The data in the carrots

Some  argue that the term “computational intelligence” is a misnomer because computing machines can only process data and not information that has semantic meaning. This is a  mistake.

Data becomes information when it satisfies a need.  Any system, organic or synthetic, that has no needs processes only data. Give it needs and the same data becomes information.

What transforms data into information are the needs of a system, not its construction.

Here is a story about this:

Albert, a municipal clerk living in Baton-Rouge, had three pets: a cat, a rabbit and a robotic vacuum cleaner that regularly plugged itself in available electrical outlets to recharge.

Returning from work, Albert bought a bunch of carrots and some other groceries. Entering his apartment he said: “Hello my pets!” Then, as the three pets watched, Albert dropped the bag of groceries in front of the kitchen’s electrical outlet, took out the bunch of carrots out and placed it on the counter. All three saw this. Two with their eyes, one with its camera.

“There is more food in the kitchen, this is useful information” thought the rabbit.

“I lost a source of energy, this is useful information” computed the robot.

The cat yawned and returns to his couch. “No information here, he reflected.”

Same data different information.

3 thoughts on “The data in the carrots”

  1. Dear Jean,
    Are you familiar with John Searle’s argument against the possibility of the capacity for consciousness (or at least–or even– intentionality) in digital systems? (I’m referring to his well-known “Chinese Room” argument.) Do you have a response to this argument (as expressed in his paper ‘Minds, Brains, and Programs’)? On what grounds would the content, I lost a source of energy, be content that the vacuum possesses rather than content we attribute to its functional configuration? (Of course this question presumes there is a real distinction here. If merely being disposed to behave as though the way to the plug is blocked is regarded as “thinking that” the way is blocked, then we deny the distinction. But advocates of “first personal point of view” notions of consciousness want to claim that consciousness, and intentionality even, requires something more and other than a mere functional and dispositional account.)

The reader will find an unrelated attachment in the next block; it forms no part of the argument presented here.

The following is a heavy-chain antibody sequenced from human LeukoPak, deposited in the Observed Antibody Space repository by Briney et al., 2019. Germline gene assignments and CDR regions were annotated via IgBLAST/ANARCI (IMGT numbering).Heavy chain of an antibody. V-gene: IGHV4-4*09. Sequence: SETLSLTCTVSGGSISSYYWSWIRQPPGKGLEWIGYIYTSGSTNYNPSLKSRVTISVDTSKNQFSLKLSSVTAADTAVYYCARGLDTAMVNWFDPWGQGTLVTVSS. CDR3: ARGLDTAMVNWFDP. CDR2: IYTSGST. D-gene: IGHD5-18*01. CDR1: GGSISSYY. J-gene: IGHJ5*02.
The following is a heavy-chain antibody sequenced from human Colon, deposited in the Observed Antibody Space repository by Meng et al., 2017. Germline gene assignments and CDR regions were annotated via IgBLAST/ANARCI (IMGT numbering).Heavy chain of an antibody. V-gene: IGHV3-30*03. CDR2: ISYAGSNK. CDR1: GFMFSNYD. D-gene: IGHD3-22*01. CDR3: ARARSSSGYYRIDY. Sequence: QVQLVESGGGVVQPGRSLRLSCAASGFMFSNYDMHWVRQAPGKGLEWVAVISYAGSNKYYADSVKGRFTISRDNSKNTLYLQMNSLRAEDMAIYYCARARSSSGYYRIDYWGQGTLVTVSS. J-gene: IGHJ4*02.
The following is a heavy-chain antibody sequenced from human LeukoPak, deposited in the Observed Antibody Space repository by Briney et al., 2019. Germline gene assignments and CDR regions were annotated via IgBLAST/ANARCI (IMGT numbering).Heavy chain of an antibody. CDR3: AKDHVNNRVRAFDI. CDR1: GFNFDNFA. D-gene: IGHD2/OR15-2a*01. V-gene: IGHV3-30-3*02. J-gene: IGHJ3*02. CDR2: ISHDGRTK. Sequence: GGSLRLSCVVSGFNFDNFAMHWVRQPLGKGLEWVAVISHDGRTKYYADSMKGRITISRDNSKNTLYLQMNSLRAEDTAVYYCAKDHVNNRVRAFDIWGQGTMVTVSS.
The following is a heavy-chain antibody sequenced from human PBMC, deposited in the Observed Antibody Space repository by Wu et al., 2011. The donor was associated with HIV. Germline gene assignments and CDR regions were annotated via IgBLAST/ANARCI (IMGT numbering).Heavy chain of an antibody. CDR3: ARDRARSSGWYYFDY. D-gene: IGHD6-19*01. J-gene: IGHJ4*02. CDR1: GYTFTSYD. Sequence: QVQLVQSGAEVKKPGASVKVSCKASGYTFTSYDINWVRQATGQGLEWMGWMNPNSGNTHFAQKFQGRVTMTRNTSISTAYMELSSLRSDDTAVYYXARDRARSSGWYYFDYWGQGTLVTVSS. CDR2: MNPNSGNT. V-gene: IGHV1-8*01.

1. Hello Ian,

      I did a short video on exactly this topic : More can be said about it but it

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